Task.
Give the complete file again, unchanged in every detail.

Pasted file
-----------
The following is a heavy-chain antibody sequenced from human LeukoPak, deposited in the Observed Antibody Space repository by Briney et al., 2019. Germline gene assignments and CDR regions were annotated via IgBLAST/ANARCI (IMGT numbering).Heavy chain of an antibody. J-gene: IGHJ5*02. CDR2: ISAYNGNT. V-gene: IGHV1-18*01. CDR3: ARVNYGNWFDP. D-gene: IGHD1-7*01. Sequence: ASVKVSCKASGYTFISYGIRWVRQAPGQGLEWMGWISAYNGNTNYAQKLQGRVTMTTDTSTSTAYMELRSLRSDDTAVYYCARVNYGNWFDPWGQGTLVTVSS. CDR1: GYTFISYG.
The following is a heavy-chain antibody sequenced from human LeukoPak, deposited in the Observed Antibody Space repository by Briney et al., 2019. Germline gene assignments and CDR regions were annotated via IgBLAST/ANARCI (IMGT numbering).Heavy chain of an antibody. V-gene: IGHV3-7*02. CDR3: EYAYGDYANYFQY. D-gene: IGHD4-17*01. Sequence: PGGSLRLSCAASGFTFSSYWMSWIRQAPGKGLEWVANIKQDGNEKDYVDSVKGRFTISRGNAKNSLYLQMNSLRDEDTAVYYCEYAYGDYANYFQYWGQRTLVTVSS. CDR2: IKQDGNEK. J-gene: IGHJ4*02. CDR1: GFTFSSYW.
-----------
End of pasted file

The following is a heavy-chain antibody sequenced from human LeukoPak, deposited in the Observed Antibody Space repository by Briney et al., 2019. Germline gene assignments and CDR regions were annotated via IgBLAST/ANARCI (IMGT numbering).Heavy chain of an antibody. J-gene: IGHJ5*02. CDR2: ISAYNGNT. V-gene: IGHV1-18*01. CDR3: ARVNYGNWFDP. D-gene: IGHD1-7*01. Sequence: ASVKVSCKASGYTFISYGIRWVRQAPGQGLEWMGWISAYNGNTNYAQKLQGRVTMTTDTSTSTAYMELRSLRSDDTAVYYCARVNYGNWFDPWGQGTLVTVSS. CDR1: GYTFISYG.
The following is a heavy-chain antibody sequenced from human LeukoPak, deposited in the Observed Antibody Space repository by Briney et al., 2019. Germline gene assignments and CDR regions were annotated via IgBLAST/ANARCI (IMGT numbering).Heavy chain of an antibody. V-gene: IGHV3-7*02. CDR3: EYAYGDYANYFQY. D-gene: IGHD4-17*01. Sequence: PGGSLRLSCAASGFTFSSYWMSWIRQAPGKGLEWVANIKQDGNEKDYVDSVKGRFTISRGNAKNSLYLQMNSLRDEDTAVYYCEYAYGDYANYFQYWGQRTLVTVSS. CDR2: IKQDGNEK. J-gene: IGHJ4*02. CDR1: GFTFSSYW.